I caught wind of a friend making the transition from in-house designer to freelancer or proprietor of a small design studio and looking for advice. I've never truly done the freelance thing, so I outsourced the advice thing to y'all on Twitter. It's surprising how consistent the advice is, when distilled.
Zach Leatherman digs under the cover of the presidential candidates’ websites and reveals that font loading is a nuanced and complicated business:
Using a web font service doesn’t necessarily mean that your web site will use best practices. We must be knowledgeable about the internals of the tools we use in order to best utilize them to our advantage. At the end of the day if you don’t want to put any effort into it, it’s safer to use TypeKit.
There are plenty of form building services, plugins, and frameworks in the wild that make the tedious task of form design and development much easier. We're going to look at some of those in this post.
The question I am asked most frequently: what animation tool do you recommend?
Having worked with a slew of them, I can tell you there is no right answer. It's a complicated question and complicated answer. This post serves to clarify what to use, and when, to get you working with the right tool for the job.
If you’re here for React, we’ve got you covered! Jump down to the React section below and we’ll break down what to use and how to use it.
Say you're working on a website that uses an icon system. Lots of people who work on the site interact with the icon system. Designers create new icons, they tweak existing ones, they have ideas on what they want the icons to do. Developers building out the pages of the site use the system.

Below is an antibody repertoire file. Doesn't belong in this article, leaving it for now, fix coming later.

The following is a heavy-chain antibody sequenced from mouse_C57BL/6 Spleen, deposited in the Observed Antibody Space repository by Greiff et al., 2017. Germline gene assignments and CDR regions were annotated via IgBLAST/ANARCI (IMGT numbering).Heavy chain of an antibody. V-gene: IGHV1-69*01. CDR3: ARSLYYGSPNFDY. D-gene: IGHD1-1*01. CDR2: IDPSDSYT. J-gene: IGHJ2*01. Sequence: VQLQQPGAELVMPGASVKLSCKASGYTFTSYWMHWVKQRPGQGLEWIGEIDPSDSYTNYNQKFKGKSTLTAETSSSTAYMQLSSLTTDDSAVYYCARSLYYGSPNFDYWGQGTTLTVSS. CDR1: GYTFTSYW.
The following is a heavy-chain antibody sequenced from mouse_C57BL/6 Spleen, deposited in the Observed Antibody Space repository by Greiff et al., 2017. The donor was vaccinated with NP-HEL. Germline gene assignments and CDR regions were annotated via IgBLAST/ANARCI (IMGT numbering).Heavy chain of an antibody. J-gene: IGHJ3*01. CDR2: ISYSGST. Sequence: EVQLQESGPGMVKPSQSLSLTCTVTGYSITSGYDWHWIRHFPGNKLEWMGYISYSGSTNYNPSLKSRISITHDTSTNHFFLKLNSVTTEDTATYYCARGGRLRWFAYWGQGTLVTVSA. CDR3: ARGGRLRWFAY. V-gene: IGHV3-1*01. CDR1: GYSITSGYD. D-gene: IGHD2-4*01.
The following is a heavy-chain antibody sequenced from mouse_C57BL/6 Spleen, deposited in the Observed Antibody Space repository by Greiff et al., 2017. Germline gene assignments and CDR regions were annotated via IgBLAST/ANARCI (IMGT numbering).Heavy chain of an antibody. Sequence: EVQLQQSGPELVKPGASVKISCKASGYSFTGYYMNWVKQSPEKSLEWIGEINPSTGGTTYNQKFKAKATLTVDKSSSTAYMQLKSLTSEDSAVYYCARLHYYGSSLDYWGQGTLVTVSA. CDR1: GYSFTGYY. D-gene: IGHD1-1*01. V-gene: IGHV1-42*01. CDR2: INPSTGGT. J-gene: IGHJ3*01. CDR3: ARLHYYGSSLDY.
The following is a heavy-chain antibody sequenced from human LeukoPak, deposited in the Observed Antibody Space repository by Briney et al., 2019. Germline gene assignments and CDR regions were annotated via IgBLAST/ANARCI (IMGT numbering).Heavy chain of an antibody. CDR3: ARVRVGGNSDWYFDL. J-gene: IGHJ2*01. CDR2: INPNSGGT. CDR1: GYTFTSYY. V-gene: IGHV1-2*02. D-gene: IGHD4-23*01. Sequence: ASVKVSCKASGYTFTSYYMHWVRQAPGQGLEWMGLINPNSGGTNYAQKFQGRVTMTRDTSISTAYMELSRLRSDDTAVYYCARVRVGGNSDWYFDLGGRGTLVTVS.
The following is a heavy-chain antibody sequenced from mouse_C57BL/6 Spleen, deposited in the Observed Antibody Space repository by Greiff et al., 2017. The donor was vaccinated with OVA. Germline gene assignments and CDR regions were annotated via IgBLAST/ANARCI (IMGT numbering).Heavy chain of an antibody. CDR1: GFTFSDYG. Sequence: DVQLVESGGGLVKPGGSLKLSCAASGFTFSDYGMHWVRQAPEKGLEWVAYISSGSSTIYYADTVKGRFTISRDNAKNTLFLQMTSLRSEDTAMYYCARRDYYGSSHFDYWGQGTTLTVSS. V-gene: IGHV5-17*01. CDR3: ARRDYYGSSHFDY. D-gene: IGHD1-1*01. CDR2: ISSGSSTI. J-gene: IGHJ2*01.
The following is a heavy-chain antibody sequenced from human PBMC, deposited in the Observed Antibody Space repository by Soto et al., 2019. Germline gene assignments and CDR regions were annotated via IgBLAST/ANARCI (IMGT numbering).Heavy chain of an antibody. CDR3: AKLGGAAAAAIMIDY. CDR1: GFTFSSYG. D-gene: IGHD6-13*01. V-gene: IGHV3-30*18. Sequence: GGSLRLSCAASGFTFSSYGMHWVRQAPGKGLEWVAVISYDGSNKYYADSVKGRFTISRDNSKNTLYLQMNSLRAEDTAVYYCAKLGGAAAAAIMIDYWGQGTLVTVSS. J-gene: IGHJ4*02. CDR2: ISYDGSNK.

Say you're the front-end developer. You're implementing this system. You're the middle man. You're the creator and consumer of this system.
What do you ask of the designers?
The following is a guest post by Aleks Hudochenkov. Aleks does a great job here of showcasing what PostCSS is good at and the role it has grown into in the front end stack. That is: doing little useful jobs within CSS. You're about to see a variety of PostCSS plugins at work that are all related to working with images. By the end, I bet you'll be able to imagine how PostCSS can be useful for other niches within working with CSS.
- Have an all-new design that allows for a split-view (code on the left, preview on the right) when the responsive design allows.
- Can be editable.
Along with all the same great features they have always had like themes (total design control! change all your embeds at once!) and optional click-to-play (for increased performance).
I attempt to make the case that creating content in Markdown is a good plan for you and your team, now and especially in the future.
In this pairing screencast, Sarah Drasner joins me and guides me through some of my very first learnings of React. We tackle some "real world" style functionality: a comment form.
This turned out to be a pretty useful bit of UI to work with, as it required a lot of things rather fundamental to React (or at least, it seems to me). For example, a master "App" that deals with the
state (our big "state" thing is the comments themselves) …